The first step is an open surgery for the arytenoid release. We have previously described the specific details of the surgical technique.[10],[11] Briefly, a horizontal incision is made at the level of the lower edge of the thyroid cartilage. Strap muscles and inferior constrictor muscle are divided to expose the oblique line and the lower half and posterior edge of the thyroid lamina on the lateralization side. The inferior constrictor muscle and its inner lining, the pyriform sinus mucosa, are dissected from the thyroid cartilage. The anterior border of the pyriform sinus is further bluntly dissected and retracted in a lateral-to-posteromedial direction until the muscular process can be palpated. Then, the CAJ is identified, and the arytenoid cartilage is separated from the cricoid cartilage or totally removed. The TA muscle, vocal ligament, and their fibrotic tissues are completely detached from the arytenoid cartilage. The depth of the paraglottic dead space is measured from the posterior edge of the thyroid lamina to the deepest end of the space [B in [Figure 1]. A mark is made on the thyroid lamina which is opposite to the 'he as a reference for injection needle entrance.{Figure 1}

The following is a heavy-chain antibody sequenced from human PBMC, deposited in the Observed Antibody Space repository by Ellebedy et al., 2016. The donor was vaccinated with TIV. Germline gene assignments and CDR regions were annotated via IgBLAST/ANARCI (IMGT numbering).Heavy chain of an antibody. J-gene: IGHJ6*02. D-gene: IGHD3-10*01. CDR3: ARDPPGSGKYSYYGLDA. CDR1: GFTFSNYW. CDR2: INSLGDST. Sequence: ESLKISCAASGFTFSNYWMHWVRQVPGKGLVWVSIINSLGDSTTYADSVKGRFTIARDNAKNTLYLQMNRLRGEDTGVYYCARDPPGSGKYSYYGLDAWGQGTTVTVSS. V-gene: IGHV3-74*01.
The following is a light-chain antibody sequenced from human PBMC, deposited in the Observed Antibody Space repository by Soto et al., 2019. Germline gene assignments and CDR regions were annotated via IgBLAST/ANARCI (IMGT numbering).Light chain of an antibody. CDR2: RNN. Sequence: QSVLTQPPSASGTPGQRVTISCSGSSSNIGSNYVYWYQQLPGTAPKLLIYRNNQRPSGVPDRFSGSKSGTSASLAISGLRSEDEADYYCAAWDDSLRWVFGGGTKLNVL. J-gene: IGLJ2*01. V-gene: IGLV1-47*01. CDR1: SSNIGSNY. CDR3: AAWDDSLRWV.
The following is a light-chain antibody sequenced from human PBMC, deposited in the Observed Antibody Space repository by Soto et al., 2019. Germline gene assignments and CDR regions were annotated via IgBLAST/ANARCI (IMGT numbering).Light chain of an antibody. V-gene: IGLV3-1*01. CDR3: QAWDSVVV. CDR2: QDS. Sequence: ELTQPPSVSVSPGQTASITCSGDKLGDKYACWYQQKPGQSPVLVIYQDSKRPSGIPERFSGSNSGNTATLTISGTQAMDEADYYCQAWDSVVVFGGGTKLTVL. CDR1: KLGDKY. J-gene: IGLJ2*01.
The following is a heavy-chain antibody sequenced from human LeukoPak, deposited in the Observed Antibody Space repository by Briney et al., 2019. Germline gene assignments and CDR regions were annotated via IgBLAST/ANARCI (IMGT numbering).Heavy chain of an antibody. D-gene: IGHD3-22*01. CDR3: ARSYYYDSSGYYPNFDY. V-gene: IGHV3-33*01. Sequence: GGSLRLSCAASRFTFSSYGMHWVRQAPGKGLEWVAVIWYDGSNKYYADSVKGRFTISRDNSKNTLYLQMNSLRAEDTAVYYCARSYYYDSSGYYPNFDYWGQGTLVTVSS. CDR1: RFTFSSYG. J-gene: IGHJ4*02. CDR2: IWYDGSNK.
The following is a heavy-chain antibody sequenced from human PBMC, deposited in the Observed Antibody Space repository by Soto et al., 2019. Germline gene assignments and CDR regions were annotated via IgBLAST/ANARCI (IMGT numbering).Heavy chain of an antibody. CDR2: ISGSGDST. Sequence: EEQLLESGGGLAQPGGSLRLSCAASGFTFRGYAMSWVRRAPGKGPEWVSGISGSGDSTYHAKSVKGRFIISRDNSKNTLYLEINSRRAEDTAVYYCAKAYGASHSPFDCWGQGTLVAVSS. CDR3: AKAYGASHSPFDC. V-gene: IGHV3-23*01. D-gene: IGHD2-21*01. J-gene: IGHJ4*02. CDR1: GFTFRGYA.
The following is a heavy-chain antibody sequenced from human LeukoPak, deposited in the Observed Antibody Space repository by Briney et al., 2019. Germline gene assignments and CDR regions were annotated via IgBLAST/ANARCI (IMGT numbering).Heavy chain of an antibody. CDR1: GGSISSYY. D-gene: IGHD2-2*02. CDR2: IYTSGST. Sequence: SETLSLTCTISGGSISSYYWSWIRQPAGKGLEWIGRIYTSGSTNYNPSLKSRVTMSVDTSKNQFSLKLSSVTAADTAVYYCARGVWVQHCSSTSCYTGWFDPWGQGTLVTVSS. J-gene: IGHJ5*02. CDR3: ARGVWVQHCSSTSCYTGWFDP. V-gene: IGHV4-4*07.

The second step is an exoeSL procedure after the larynx is exposed microsurgically using a 0[degrees] telescopy. An injection needle (1.1 x 40 mm, 21# Sterican Hypodermic Needle; Braun Melsungen AG, Melsungen, Germany) is used to mark a point [C in [Figure 1] on the thyroid lamina 2 mm at least anterior to the reference point [B in [Figure 1] and 5 mm superior to the inferior margin of the thyroid cartilage in men and 4 mm in women. A needle canal is created on the thyroid lamina for the upper stitch (stitch above the vocal cord) at the previously measured point [Figure 2]A: a]. If the injection needle enters the dead space which can be actually felt by surgeonyn hand, the injection needle entrance point should be moved anteriorly (2 mm at least). A blunt needle (A same size needle reshaped into a blunt tip) will reenter the thyroid canal and push the ELT on the inner perichondrium which will show a protuberance [Figure 2]B: a'] on the endolarynx. If the protuberance is an appropriate point for the suture placement, a 21# needle will be introduced into the glottic lumen and the 2# nylon stitch will be carried through the needle canal, and then into the lumen. If the protuberance is not appropriate, a second attempt [Figure 2]A: b] and its protuberance [Figure 3]A: b'] can be created according to the previous thyroid entrance [Figure 2]A: a] and its protuberance [Figure 2]B: a']. Thus, the stitch canal into the glottic lumen will damage the ELT for only one episode. The protuberance for the lower stitch (stitch below the vocal cord) will be searched for according to the upper stitch. The loop [Figure 3]B and knot formation is the same as the previous method.[10]{Figure 2}{Figure 3}